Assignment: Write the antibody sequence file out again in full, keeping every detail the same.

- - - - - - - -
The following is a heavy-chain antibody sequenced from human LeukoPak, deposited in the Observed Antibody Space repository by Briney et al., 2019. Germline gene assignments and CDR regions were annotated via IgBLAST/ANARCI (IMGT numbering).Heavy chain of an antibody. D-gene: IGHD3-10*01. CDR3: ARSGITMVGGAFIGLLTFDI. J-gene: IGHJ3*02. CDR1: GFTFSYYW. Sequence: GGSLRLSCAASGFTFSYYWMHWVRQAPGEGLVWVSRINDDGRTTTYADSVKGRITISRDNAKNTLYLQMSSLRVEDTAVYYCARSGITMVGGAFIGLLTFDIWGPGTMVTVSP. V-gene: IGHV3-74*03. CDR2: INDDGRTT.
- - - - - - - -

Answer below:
The following is a heavy-chain antibody sequenced from human LeukoPak, deposited in the Observed Antibody Space repository by Briney et al., 2019. Germline gene assignments and CDR regions were annotated via IgBLAST/ANARCI (IMGT numbering).Heavy chain of an antibody. D-gene: IGHD3-10*01. CDR3: ARSGITMVGGAFIGLLTFDI. J-gene: IGHJ3*02. CDR1: GFTFSYYW. Sequence: GGSLRLSCAASGFTFSYYWMHWVRQAPGEGLVWVSRINDDGRTTTYADSVKGRITISRDNAKNTLYLQMSSLRVEDTAVYYCARSGITMVGGAFIGLLTFDIWGPGTMVTVSP. V-gene: IGHV3-74*03. CDR2: INDDGRTT.